What Women Want? 

Memphis radio gets in touch with its feminine side.

The Black Eyed Peas, MC Hammer, The O'Jays, Shakira, Montell Jordan, and the Bee Gees. No, it's not a selection from a Saturday night at Alfred's. It's a sample list of the bands people at Entercom Radio think Memphis women want to hear.

Songs by those artists and others in the up-tempo-pop genre are played in heavy rotation on the new Snap 94.1, which switched names from The Buzz to the female-leaning format last Monday.

"This is targeted at women 18 to 49 and has been heavily researched within the Memphis market," said Steve Sandman, vice president and market manager for Entercom Radio in Memphis.

Sandman says the station performed six weeks of market testing on local women chosen by a screening company. The women listened to the eight most familiar seconds of certain songs -- also called hooks -- and rated each selection in categories ranging from "totally dislike" to "one of my favorites."

The results found that local women were hungry for a station that focused on upbeat music ranging from Motown and disco to '80s pop and early '90s dance music. The station plays some new music but mostly focuses on older, more familiar hits.

"It's for the woman that goes to the mall and shops at Old Navy, but when it's time for fun, she would go dancing with her girlfriends at Studio 54 in New York City," said Sandman.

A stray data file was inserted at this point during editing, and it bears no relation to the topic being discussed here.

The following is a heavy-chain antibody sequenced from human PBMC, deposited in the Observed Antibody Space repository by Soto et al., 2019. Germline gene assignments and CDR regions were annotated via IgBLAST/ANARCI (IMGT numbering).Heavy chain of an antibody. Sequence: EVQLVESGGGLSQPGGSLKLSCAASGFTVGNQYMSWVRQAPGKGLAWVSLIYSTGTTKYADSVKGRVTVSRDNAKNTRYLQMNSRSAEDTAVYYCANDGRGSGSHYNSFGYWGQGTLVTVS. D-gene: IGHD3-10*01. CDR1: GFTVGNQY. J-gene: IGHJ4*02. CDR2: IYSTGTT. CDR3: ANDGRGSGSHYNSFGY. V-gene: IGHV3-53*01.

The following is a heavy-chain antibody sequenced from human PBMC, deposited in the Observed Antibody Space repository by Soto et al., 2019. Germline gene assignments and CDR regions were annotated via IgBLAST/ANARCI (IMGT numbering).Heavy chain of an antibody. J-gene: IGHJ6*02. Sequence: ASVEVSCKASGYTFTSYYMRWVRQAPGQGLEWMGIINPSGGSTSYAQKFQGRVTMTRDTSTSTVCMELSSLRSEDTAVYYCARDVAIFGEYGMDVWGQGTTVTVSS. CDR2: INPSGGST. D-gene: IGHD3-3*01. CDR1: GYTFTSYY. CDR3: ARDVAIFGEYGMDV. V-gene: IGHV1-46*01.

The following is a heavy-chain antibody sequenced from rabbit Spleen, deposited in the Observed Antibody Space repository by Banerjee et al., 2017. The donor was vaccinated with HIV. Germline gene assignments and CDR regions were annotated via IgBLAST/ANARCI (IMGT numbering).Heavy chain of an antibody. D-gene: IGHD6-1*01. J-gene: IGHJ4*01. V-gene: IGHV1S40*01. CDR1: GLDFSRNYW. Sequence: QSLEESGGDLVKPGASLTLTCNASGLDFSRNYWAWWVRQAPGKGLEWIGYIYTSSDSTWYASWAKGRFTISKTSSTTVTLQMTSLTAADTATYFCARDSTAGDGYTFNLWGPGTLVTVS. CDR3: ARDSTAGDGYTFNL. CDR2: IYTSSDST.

Despite decent rating, the Buzz went off the air at 5 p.m. October 27th without warning. The station ran a computerized countdown clock throughout the following weekend, and Snap was launched October 30th with no DJs or drive-time shows.

Sandman would not comment on the job status of Buzz DJs but says the station is in the process of taking resumes and auditioning for new Snap DJs. The station will no longer be airing syndicated morning show Kidd Kraddick.

The station's decision to switch to a more female-oriented format came shortly after another local station made a similar change. Citadel Broadcasting's Power 99, previously a hip-hop station, became the female-friendly Kim FM in September.

Though there is some overlap in what the two stations play, Kim's station manager Lance Tidwell says they're playing more "1970s and 1980s white pop rock" while Snap features more dance music.

Also unlike Snap, Tidwell says Kim changed formats because the previous station garnered mediocre ratings.

Kim is aimed at women ages 25 to 54 and plays artists such as Elton John, Billy Joel, Bryan Adams, Madonna, Heart, Pat Benatar, and Bon Jovi.

"Kim would be a 36-year-old, right in the core of the demographic of professional working mothers," says Tidwell. "She would have graduated high school in 1987 or 1988, so the music most influential in her life would be the music spanning 1976 through the early '90s."

The adult variety format started in Canada with a station called Jack FM in 2000. With its success, stations in the U.S. and the U.K. adopted similar variety-hits formats aimed at men or women and giving the stations names such as Ben FM in Philadelphia and Jill FM in Los Angeles.

Entercom also acquired FM100 last week, and DJs Garner Miller, Steve Conley, and market manager Terry Wood were let go. However, Sandman says he does not anticipate format changes for that station.

"FM100 is a great brand and it's been in the market for years," said Sandman. "There may be some similar songs on FM100 [compared to Snap], but it's more family-oriented. It's a different way to reach the audience musically."

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